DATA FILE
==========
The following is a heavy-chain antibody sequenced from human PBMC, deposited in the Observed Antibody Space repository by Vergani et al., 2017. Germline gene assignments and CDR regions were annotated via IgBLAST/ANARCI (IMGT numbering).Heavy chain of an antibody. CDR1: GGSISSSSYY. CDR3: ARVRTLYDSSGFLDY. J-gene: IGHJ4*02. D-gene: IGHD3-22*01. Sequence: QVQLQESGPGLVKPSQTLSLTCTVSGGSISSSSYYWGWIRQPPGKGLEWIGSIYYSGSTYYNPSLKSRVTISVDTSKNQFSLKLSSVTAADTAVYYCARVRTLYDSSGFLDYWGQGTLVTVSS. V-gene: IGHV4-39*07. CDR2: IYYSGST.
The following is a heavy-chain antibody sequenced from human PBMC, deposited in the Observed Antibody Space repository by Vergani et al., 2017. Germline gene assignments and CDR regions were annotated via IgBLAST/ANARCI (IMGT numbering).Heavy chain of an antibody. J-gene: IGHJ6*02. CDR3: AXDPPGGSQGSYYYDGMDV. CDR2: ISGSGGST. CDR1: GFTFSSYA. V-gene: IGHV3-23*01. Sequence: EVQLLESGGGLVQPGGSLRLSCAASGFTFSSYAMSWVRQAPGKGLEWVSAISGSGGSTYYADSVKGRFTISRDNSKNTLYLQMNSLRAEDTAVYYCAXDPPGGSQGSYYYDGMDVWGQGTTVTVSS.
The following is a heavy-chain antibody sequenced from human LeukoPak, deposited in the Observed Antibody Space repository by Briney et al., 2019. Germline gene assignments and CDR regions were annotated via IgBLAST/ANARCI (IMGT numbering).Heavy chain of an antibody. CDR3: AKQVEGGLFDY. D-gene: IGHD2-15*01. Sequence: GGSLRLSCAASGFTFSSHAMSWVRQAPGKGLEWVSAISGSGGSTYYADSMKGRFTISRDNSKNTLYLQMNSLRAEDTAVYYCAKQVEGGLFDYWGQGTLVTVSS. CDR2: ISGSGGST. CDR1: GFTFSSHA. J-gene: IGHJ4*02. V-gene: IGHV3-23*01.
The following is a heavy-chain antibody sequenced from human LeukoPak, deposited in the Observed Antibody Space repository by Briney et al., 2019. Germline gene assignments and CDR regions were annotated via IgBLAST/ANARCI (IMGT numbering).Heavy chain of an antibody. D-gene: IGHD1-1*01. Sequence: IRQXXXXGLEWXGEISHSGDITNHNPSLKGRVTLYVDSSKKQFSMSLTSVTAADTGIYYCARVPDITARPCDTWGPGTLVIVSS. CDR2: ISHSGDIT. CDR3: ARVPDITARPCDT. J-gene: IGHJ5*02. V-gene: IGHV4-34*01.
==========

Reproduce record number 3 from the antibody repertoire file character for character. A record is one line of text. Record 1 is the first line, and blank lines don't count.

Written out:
The following is a heavy-chain antibody sequenced from human LeukoPak, deposited in the Observed Antibody Space repository by Briney et al., 2019. Germline gene assignments and CDR regions were annotated via IgBLAST/ANARCI (IMGT numbering).Heavy chain of an antibody. CDR3: AKQVEGGLFDY. D-gene: IGHD2-15*01. Sequence: GGSLRLSCAASGFTFSSHAMSWVRQAPGKGLEWVSAISGSGGSTYYADSMKGRFTISRDNSKNTLYLQMNSLRAEDTAVYYCAKQVEGGLFDYWGQGTLVTVSS. CDR2: ISGSGGST. CDR1: GFTFSSHA. J-gene: IGHJ4*02. V-gene: IGHV3-23*01.